Here are a few models I’ve come to find helpful within the church and in general life:
Intergenerational Life Groups. Or small groups. Or D-Teams. Or Sunday School classes. Whatever your church creates for community space. So often, as a church, we think all community needs to be life-stage specific. But often times, most of our lives are spent in life stage specific settings. What if in the church we mixed it up a little more. Of course Moms of toddlers need time with other Moms of toddlers and college students want to hang out with other college students – that’s fair. But in the church, could we mix it up a little more intentionally. When we intentionally mix it up, single people don’t have to feel so ostracized because conversation doesn’t naturally default to toddlers, parenting, empty nesting, etc.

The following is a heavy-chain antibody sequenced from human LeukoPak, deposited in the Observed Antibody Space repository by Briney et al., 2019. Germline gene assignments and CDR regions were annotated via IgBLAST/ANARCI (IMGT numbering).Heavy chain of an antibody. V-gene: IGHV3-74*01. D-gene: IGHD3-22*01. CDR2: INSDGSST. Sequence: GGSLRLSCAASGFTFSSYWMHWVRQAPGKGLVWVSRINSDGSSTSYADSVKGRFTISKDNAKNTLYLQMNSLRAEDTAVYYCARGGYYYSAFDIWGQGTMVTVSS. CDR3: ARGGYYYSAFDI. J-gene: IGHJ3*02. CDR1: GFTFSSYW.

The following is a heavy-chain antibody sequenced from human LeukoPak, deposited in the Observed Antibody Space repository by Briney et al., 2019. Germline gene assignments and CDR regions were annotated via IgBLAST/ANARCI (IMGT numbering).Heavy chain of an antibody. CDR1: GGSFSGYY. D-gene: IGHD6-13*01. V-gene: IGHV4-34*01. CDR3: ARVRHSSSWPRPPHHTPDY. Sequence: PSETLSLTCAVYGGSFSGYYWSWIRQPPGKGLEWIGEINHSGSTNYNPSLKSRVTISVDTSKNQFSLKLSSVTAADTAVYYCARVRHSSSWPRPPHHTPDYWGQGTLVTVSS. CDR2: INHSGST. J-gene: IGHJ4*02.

This can require some intentionality from the church leadership but it doesn’t have to entirely rest on their shoulders. When thinking about starting up something, invite the single people you know. Make an effort to invite them to sit with you during service, or more radically – go sit with them. Intentionally choose a table not with people who are just like you but people who are at a different life stage.
You may be asking reading this and thinking, “But Alicia, what will we talk about if it’s not _______ (fill in your blank with whatever you usually talk about with your peers who are exactly like you).” Start with something easy, like the sermon or something that happened in worship. Ask about their plans for the week. Ask about their job, where they like to hang out, what are they reading/watching/listening to. I promise you it’s not that hard – you just have to intentionally try!